PLUNGED into darkness after a power outage, attendees of the CBH Wheatbelt Futures Forum were networking in the shadows last Wednesday.
The forum, held last week at the Muresk Institute in Northam, soldiered on - run by generators and mobile projectors - and showcased the resilience and collaboration of regional communities.
However it raised the question, will regional communities ever have reliable power?
Power was a large talking point during morning tea, with many attendees offering testimony of power outages at least once a day throughout regional WA.
The Northam-wide power outage was caused by a truck hitting a power pole, which Shire of Northam chief executive officer Jason Whiteaker said highlighted the fragility of the regional power system.
"That one power pole caused an outage right across our community, and from what we understand throughout the region - it just highlights the fragility," Mr Whiteaker said.
Member for the Central Wheatbelt Mia Davies, The Nationals WA, said the conference, while focusing on the future of the Wheatbelt and attracting businesses to the region, overlooked that basic livability amenities such as power was a "limiting factor" for attracting people to the regions.
"If a business comes to town, there may not be enough power for them to actually commence or to expand," Ms Davies said.
"On the one hand, the government says we want to create jobs, we want to invest, we want the private sector to come to the party - but the basic infrastructure is the limiter.
"It's expensive if you have to go through that process of upgrading or putting it in yourself, whereas in the Perth metropolitan area that is already there and you just hook in."
Mr Whiteaker said he didn't want the Wheatbelt to get to the stage where they needed to rely on generators for power, but he said he knew of many businesses which had generators as a backup out of necessity.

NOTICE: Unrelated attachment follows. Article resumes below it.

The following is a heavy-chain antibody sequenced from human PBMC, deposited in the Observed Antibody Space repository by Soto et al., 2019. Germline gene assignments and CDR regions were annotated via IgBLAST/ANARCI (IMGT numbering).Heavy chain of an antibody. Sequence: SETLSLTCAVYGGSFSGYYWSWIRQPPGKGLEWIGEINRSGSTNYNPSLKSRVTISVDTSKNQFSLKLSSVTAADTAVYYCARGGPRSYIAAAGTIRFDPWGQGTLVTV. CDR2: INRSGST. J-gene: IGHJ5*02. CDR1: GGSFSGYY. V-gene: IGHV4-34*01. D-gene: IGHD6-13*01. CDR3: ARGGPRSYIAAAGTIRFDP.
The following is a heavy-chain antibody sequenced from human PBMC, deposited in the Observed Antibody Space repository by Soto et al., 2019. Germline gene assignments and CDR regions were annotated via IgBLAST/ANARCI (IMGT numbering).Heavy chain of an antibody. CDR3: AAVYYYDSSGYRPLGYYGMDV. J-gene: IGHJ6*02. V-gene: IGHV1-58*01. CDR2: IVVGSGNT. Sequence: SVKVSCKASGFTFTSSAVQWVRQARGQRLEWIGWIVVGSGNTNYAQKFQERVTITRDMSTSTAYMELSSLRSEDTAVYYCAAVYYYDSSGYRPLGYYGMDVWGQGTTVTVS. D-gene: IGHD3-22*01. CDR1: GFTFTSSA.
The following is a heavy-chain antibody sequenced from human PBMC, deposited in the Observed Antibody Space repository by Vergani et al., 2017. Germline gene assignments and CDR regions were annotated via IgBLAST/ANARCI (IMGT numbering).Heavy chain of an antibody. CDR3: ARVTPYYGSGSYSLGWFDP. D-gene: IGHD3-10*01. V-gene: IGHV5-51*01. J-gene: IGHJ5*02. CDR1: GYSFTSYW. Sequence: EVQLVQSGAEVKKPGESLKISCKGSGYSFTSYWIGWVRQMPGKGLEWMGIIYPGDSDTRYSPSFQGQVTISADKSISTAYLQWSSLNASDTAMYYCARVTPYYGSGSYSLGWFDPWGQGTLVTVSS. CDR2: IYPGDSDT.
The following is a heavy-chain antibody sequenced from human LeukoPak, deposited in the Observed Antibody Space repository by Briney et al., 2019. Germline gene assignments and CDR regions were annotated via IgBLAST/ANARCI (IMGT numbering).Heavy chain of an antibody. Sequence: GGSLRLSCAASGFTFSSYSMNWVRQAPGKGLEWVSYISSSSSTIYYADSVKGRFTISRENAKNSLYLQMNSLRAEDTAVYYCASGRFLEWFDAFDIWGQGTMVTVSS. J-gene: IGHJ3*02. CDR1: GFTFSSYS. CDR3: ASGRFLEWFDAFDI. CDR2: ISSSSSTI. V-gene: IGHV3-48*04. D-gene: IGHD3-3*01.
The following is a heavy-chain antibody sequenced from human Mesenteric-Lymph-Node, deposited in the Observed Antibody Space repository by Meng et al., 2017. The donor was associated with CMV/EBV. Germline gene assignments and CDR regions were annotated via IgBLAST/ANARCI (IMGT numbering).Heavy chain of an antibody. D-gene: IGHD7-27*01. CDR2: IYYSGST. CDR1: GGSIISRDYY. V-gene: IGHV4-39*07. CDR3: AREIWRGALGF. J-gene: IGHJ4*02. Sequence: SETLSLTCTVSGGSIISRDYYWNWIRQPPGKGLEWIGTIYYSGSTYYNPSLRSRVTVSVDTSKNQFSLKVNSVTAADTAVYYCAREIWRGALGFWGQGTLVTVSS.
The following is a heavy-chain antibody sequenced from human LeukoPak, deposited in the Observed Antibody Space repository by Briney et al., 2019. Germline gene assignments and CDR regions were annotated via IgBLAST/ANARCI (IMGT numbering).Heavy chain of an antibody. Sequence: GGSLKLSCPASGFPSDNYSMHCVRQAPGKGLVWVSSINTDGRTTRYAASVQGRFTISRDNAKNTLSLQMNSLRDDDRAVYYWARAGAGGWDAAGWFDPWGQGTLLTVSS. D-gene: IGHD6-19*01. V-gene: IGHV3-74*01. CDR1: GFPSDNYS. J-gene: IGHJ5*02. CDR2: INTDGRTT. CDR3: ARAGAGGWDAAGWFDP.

Ms Davies said businesses were affected on a regular basis by the unreliability of the power grid - with many edge-of-grid communities suffering because they were a small number of people on the end of a "very long, stringy" line.
"When power goes down, our communities are left stranded," Ms Davies said.
"A basic for any State government is making sure our region's can thrive, instead of just survive."
Ms Davies referred to a Wheatbelt business that received a $150,000 Regional Economic Development Grant to go towards expanding its business three years ago as the power grid wouldn't be able to handle the demand from the company's expansion.
She said it was great that the company was committed to the regions, but didn't think awarding Regional Economic Development Grants was the best way to tackle regional development.
"We need to reduce the cost of developing land, power and water connections - the government has announced a very small amount (of funding) that will be spread like Vegemite across the whole State, and it includes the metropolitan area," she said.
The Avon Industrial Park, a government initiative to increase business in the regions, only 15 minutes east of Northam, has sold a majority of its blocks to businesses - including a large parcel to CBH - however Mr Whiteaker said they were only getting 3G on the site.
"When you're trying to run a business and expand a business, and you're only getting 3G 110 kilometres from Perth, that's a limitation when you're trying to grow local economies," he said.
While the industrial park is regarded as a massive achievement, and was referred to multiple times throughout the forum for its success, Mr Whiteaker said it was easy for governments to "get lost" in job creation and housing targets.
He said in the past five years, there have been 100 new jobs created per year in Northam.
However, Northam's population growth wasn't at the same rate - and many people opted to commute from Perth.
"Unless you've got a really liveable community, people just aren't going to come, unfortunately," Mr Whiteaker said.
Most people were only receiving 3G at the Muresk Institute on the day of the conference, which both Ms Davies and Mr Whiteaker said was extremely frustrating - and left communities stranded.
"When travelling from Northam to Perth, the amount of times I've been on the phone and gone into a black spot - we're having black spots within 40km of our Perth CBD," Mr Whiteaker said.
"We can talk to someone on the moon, but we can't talk to someone 40km from our city, it's extremely frustrating.
"We're here talking about developing our economy and developing local businesses, and this certainly is just one of the challenges that regions face."
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